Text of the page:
In terms of costumes, the line between “clothes” and “costumes” is never thinner than at Burning Man (see principle Radical Self-Expression). Feel free to bring anything that brings you joy to wear, and don’t feel compelled to dress up in any particular way. There’s also costume camps in BRC! With any clothes/costumes just be sure that nothing can detach or disintegrate and create MOOP (feathers are notorious for this). For something fun and easy that’s also practical, I recommend bringing a onesie.

Be sure to pack an “exit outfit” of whatever clothes you want to wear once you’re off-playa and fresh out of that first glorious shower, and be sure to keep them sealed and completely dust-free until needed.

For more info check out Cyndi’s post What to Wear (and What NOT to Wear) at Burning Man.

What about footwear?

The common standard is fully-closed footwear (usually boots) due to the dreaded playa foot caused by overexposure to the alkaline playa dust. That said, you’ll also want some sandals or flip-flops to at least wear around camp. I have proper hiking sandals which I’ll wear out on some days and it feels great to get out of the boots. Some people go fully barefoot, so with the right foot care regime anything’s possible. Just be sure to at least have comfortable closed footwear and look after your feet. If you bring brand-new boots that have not been broken in, expect blisters!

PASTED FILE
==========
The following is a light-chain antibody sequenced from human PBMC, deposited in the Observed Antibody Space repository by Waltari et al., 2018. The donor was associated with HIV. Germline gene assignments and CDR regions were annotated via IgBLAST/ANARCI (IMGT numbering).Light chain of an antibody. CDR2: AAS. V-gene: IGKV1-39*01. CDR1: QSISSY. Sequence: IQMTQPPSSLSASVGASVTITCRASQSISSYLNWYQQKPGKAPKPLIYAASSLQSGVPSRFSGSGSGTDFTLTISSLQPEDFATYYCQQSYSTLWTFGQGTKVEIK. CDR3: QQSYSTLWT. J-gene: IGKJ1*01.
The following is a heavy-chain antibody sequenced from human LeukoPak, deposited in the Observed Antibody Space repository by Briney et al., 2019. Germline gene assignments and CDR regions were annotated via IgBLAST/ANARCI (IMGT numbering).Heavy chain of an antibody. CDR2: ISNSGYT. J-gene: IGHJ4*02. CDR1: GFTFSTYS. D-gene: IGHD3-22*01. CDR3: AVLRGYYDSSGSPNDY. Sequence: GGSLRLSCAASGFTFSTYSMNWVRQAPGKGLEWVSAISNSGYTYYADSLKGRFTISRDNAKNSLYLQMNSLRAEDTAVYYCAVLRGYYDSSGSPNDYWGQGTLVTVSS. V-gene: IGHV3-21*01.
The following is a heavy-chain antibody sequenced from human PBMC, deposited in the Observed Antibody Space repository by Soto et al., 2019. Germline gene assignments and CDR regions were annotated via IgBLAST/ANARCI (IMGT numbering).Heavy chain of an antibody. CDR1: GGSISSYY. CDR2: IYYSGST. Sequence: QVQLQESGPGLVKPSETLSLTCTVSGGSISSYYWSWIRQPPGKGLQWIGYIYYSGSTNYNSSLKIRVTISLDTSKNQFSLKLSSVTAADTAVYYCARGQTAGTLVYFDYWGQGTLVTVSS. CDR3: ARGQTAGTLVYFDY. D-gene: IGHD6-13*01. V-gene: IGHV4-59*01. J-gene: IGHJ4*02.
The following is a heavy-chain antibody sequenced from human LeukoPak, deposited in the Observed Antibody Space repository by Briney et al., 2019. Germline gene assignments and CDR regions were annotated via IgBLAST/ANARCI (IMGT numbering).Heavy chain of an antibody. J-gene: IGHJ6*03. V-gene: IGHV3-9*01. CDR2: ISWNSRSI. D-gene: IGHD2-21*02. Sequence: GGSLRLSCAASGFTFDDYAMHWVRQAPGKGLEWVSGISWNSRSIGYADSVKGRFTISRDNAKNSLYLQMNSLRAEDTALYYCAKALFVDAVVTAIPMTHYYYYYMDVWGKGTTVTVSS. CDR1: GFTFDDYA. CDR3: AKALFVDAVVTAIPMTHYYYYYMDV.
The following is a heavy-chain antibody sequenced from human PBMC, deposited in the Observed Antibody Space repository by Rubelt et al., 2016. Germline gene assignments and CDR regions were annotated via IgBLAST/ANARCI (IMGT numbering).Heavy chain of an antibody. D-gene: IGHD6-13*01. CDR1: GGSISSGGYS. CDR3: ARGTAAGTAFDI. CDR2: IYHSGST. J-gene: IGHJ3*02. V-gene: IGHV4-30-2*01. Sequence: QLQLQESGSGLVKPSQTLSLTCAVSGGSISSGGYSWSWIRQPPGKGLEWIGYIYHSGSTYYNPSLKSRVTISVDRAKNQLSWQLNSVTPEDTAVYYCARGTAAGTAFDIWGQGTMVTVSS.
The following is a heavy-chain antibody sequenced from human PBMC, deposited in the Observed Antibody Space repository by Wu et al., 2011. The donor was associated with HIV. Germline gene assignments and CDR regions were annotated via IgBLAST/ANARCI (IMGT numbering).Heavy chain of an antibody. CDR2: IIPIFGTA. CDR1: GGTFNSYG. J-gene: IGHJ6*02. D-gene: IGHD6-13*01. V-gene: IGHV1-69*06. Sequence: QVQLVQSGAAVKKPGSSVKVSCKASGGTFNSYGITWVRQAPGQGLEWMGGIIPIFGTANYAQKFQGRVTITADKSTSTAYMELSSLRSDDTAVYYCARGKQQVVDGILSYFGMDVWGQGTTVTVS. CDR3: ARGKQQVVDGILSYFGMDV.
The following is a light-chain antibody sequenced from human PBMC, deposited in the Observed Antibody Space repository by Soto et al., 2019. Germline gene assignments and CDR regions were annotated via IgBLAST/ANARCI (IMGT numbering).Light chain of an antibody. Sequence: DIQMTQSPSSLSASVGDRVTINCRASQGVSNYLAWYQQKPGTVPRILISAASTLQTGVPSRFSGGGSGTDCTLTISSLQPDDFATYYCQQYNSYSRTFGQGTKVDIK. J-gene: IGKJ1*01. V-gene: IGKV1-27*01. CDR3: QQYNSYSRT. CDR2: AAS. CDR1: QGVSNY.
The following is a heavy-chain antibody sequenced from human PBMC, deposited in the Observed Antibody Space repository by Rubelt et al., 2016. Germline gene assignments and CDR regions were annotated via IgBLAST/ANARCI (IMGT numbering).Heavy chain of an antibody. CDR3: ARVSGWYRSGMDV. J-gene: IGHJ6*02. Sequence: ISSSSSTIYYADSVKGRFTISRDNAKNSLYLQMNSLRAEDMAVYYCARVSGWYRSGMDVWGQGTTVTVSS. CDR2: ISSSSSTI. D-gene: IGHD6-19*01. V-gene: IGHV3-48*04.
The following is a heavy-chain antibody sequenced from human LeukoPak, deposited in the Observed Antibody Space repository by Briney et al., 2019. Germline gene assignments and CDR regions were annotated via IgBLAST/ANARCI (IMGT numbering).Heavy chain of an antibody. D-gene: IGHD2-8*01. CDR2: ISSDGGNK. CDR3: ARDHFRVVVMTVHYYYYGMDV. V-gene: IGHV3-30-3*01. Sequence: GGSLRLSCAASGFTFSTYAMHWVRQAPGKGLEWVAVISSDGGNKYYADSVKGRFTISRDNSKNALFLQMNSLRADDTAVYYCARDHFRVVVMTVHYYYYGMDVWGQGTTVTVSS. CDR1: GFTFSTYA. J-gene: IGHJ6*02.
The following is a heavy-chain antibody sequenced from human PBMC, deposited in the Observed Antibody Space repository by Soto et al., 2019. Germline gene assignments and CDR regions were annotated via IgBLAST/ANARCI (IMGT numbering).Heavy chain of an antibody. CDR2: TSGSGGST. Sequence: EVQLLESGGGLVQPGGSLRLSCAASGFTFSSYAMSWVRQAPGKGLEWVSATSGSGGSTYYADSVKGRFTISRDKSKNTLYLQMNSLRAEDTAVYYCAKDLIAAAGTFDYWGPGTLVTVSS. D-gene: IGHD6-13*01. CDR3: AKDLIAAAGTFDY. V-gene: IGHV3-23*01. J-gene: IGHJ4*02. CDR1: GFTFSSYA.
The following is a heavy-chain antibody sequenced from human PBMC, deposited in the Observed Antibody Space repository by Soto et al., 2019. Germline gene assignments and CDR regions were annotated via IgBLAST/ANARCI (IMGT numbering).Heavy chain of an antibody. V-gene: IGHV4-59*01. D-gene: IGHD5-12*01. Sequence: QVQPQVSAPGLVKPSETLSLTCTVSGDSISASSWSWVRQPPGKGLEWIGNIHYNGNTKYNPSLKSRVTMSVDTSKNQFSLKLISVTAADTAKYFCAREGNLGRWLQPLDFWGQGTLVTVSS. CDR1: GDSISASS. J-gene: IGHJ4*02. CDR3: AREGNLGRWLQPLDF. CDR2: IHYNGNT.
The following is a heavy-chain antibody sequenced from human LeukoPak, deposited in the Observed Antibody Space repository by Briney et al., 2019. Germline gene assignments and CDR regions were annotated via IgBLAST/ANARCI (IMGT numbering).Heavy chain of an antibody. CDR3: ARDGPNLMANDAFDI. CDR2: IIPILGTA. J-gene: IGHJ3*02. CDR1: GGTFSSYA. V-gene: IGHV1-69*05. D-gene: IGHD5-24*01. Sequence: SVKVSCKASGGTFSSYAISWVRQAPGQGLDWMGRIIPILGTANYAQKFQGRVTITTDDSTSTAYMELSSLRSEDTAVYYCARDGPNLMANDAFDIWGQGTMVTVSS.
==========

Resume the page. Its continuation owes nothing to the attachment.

Personal lightingYou MUST be clearly visible from all sides or you’re asking to get run over by a bike. EL wire is good as you can wrap it around your clothes and/or bag and it’s fun. I’ve wrapped my bag in it such that it’s visible from front and back, so I never have to worry about not having my lights.
Water bottle or camelbakMust be durable for playa use and attach to your gear somehow. A wearable system (like a Camelbak) is ideal. Strongly recommend 1L or larger.
SunglassesAnd a backup pair if you are prone to losing things. No logos please.
GogglesFor sandstorms. They must seal reasonably well or dust will just blow in through the cracks. I would get clear lenses as you want to be able to also use them at night (although it seems the heavy winds are really just during the day, but what do I know).
MugMust be unbreakable and attach to your gear somehow. Insulated and sealable are big bonuses.
Photo IDBars are supposed to ID everyone. An official but unimportant ID (like expired DL or passport) is ideal. Some people just affix a photocopy to their mug which seems to be sufficient (although technically it could be refused).
Extra batteriesAny extra batteries you’ll need for your headlamp, personal lighting, or devices.
Dust maskSome people use a dedicated mask regularly and others get by just using their scarf, depending on preference and sensitivity. In any case you don’t want the the big cartridge respirators, they are too bulky and the cartridges require replacement. A few disposable-style masks or a dirtbiking mask would be much more appropriate. As with a lot of gear, if it’s not convenient, you probably won’t use it.
CaribinersFor your mug at least, handy for other items too.
Personal tagSomething you can wear (like a dog tag) with your name, camp name and location, and In Case of Emergency name and phone number.